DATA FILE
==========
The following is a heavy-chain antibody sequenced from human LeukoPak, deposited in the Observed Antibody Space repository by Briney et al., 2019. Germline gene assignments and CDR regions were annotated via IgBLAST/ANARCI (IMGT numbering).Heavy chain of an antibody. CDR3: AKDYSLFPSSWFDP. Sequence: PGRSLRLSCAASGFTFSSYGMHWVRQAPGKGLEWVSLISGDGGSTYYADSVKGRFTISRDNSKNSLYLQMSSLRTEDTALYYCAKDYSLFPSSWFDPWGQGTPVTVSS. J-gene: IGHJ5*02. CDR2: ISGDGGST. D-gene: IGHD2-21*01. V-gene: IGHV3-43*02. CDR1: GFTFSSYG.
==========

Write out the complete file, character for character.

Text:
The following is a heavy-chain antibody sequenced from human LeukoPak, deposited in the Observed Antibody Space repository by Briney et al., 2019. Germline gene assignments and CDR regions were annotated via IgBLAST/ANARCI (IMGT numbering).Heavy chain of an antibody. CDR3: AKDYSLFPSSWFDP. Sequence: PGRSLRLSCAASGFTFSSYGMHWVRQAPGKGLEWVSLISGDGGSTYYADSVKGRFTISRDNSKNSLYLQMSSLRTEDTALYYCAKDYSLFPSSWFDPWGQGTPVTVSS. J-gene: IGHJ5*02. CDR2: ISGDGGST. D-gene: IGHD2-21*01. V-gene: IGHV3-43*02. CDR1: GFTFSSYG.